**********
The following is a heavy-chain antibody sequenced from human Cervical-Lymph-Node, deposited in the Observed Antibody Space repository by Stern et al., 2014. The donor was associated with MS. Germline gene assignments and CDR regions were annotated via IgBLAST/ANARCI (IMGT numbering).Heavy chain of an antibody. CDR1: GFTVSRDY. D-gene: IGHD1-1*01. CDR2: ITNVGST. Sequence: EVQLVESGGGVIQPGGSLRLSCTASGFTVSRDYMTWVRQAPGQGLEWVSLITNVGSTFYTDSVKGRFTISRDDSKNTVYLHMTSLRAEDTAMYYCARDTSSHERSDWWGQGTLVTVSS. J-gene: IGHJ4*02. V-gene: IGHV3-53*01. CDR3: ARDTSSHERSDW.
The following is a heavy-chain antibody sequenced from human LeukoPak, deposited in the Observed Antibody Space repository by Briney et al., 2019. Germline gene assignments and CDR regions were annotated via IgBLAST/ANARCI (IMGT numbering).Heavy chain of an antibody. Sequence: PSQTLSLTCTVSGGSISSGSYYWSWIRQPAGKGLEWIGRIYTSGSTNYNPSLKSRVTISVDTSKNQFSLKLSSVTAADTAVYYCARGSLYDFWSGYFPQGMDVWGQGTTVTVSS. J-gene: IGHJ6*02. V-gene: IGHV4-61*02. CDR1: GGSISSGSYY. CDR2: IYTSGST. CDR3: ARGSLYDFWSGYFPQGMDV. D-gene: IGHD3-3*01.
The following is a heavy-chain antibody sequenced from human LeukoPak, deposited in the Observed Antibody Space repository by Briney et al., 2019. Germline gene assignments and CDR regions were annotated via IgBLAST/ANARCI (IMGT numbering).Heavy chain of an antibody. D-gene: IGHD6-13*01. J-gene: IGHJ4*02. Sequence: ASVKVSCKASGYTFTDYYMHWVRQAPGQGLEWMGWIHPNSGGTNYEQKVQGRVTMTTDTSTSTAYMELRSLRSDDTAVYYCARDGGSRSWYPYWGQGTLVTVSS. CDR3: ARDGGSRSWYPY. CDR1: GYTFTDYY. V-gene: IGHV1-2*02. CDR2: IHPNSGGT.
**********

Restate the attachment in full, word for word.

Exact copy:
The following is a heavy-chain antibody sequenced from human Cervical-Lymph-Node, deposited in the Observed Antibody Space repository by Stern et al., 2014. The donor was associated with MS. Germline gene assignments and CDR regions were annotated via IgBLAST/ANARCI (IMGT numbering).Heavy chain of an antibody. CDR1: GFTVSRDY. D-gene: IGHD1-1*01. CDR2: ITNVGST. Sequence: EVQLVESGGGVIQPGGSLRLSCTASGFTVSRDYMTWVRQAPGQGLEWVSLITNVGSTFYTDSVKGRFTISRDDSKNTVYLHMTSLRAEDTAMYYCARDTSSHERSDWWGQGTLVTVSS. J-gene: IGHJ4*02. V-gene: IGHV3-53*01. CDR3: ARDTSSHERSDW.
The following is a heavy-chain antibody sequenced from human LeukoPak, deposited in the Observed Antibody Space repository by Briney et al., 2019. Germline gene assignments and CDR regions were annotated via IgBLAST/ANARCI (IMGT numbering).Heavy chain of an antibody. Sequence: PSQTLSLTCTVSGGSISSGSYYWSWIRQPAGKGLEWIGRIYTSGSTNYNPSLKSRVTISVDTSKNQFSLKLSSVTAADTAVYYCARGSLYDFWSGYFPQGMDVWGQGTTVTVSS. J-gene: IGHJ6*02. V-gene: IGHV4-61*02. CDR1: GGSISSGSYY. CDR2: IYTSGST. CDR3: ARGSLYDFWSGYFPQGMDV. D-gene: IGHD3-3*01.
The following is a heavy-chain antibody sequenced from human LeukoPak, deposited in the Observed Antibody Space repository by Briney et al., 2019. Germline gene assignments and CDR regions were annotated via IgBLAST/ANARCI (IMGT numbering).Heavy chain of an antibody. D-gene: IGHD6-13*01. J-gene: IGHJ4*02. Sequence: ASVKVSCKASGYTFTDYYMHWVRQAPGQGLEWMGWIHPNSGGTNYEQKVQGRVTMTTDTSTSTAYMELRSLRSDDTAVYYCARDGGSRSWYPYWGQGTLVTVSS. CDR3: ARDGGSRSWYPY. CDR1: GYTFTDYY. V-gene: IGHV1-2*02. CDR2: IHPNSGGT.